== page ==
Down-to-Earth Spirituality

Unlike the Torah narrative that begins “In the Beginning,” a blog begins at the end. This "Torah Tweets" blog displays its narrative in reverse chronological order with the most recent post appearing first. The new blog http://bibleblogyourlife.blogspot.com was created to reverse the order of the blog posts in this blog to begin in the beginning. Both the new book http://photographgod.com and blog invite you to explore creative ways to photograph God in all that happens in your everyday life while crafting a vibrant dialogue between your story and the Bible’s story.

Postdigital Narrative on Spiritual Dimensons of Everyday Life ///// "For the Lord thy God walketh in the midst of thy camp." (Deuteronomy 23:15) ///// "Judaism does not direct its gaze upward but downward ... does not aspire to a heavenly transcendence, nor does it seek to soar upon the wings of some abstract, mysterious spirituality. It fixes its gaze upon concrete, empirical reality permeating every nook and cranny of life. The marketplace, the factory, the street, the house, the mall, the banquet hall, all constitute the backdrop of religious life." (R. Joseph B. Soloveitchik) ///// "It is not enough for the Jew to rest content with his own spiritual ascent, the elevation of his soul in closeness to G-d, he must strive to draw spirituality down into the world and into every part of it - the world of his work and his social life - until not only do they not distract him from his pursuit of G-d, but they become a full part of it." (R. Menachem M. Schneerson) ///// "If there is a religious agency in our lives, it has to appear in the manner of our times. Not from on high, but a revelation that hides itself in our culture, it will be ground-level, on the street, it'll be coming down the avenue in the traffic, hard to tell apart from anything else." (E. L. Doctorow) ///// "The first message that Moses chose to teach the Jewish people as they were about to enter the Land of Israel was to fuse heaven to earth, to enable the mundane to rise up and touch the Divine, the spiritual to vitalize the physical, not only as individuals but as an entire nation." (R. Abraham Y. Kook)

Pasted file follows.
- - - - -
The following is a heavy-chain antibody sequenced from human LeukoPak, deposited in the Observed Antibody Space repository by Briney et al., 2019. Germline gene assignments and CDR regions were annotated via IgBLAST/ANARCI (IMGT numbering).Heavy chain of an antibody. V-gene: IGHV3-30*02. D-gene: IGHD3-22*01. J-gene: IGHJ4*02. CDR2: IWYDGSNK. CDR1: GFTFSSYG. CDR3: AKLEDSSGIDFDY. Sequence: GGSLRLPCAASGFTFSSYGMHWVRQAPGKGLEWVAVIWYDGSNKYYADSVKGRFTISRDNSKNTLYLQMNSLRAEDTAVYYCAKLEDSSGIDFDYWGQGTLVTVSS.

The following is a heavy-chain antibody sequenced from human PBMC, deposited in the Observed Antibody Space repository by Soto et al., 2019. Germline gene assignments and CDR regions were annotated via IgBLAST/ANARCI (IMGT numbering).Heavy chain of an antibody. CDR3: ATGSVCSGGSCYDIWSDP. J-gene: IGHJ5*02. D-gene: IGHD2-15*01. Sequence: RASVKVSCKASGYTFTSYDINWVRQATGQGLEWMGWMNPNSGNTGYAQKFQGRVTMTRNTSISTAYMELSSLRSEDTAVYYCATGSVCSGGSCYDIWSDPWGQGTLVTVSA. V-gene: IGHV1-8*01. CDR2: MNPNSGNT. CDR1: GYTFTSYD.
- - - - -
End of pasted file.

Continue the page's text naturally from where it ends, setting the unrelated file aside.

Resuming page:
Tuesday, February 15, 2011

Tetzaveh (Command) תצוה

Growing Gold
Make an altar to burn incense of acacia wood…. Cover it with a layer of pure gold. (Exodus 30:1, 3)
Make the carrying poles of acacia wood and cover them with gold. (Exodus 30:5)
Make an ark of acacia wood….  Cover it with a layer of pure gold on the inside and outside. (Exodus 25:10, 11)
Make two carrying poles of acacia wood and cover them with a layer of gold. (Exodus 25:13)
 

Our son Ron changed hats from last week as the rabbi at his sister's wedding to this week as a biologist exploring the desert with us.
Ron teaches about interrelationships between Torah and science at the Yeshiva High School for Environmental Studies in the Negev.
We drove with our son Ari and his wife Julie into the desert mountains where Ron lives to search for acacia trees.
Hiking in the desert, we suddenly caught sight of a single acacia tree isolated in the valley as we came over the top of hill.
We walked down the rocky hill photographing the tree as we got closer.  Miriam sat down to rest under the tree.
Ron explained that the tree is more than a thousand years old from tree ring studies of other trees in the Negev.
As we walked back, we asked why acacia wood was the primary material used to build the ark housing the Ten Commandments and the altar.
Why were such significant objects only coated with gold rather than being made of pure gold?
As a stable element that neither tarnishes nor rusts, gold symbolizes the eternal values of the written Torah.
The acacia tree symbolizes the living, growing, dynamic oral Torah that engages all generations in creative dialogue.
Carrying the ark and altar by their gold coated acacia poles brings fresh meaning to eternal values at all times and in every place. 
It [Torah] is a tree of life for those who grasp it …. Its ways are ways of pleasantness and all its paths are peace. (Proverbs 3:18, 17)   
            

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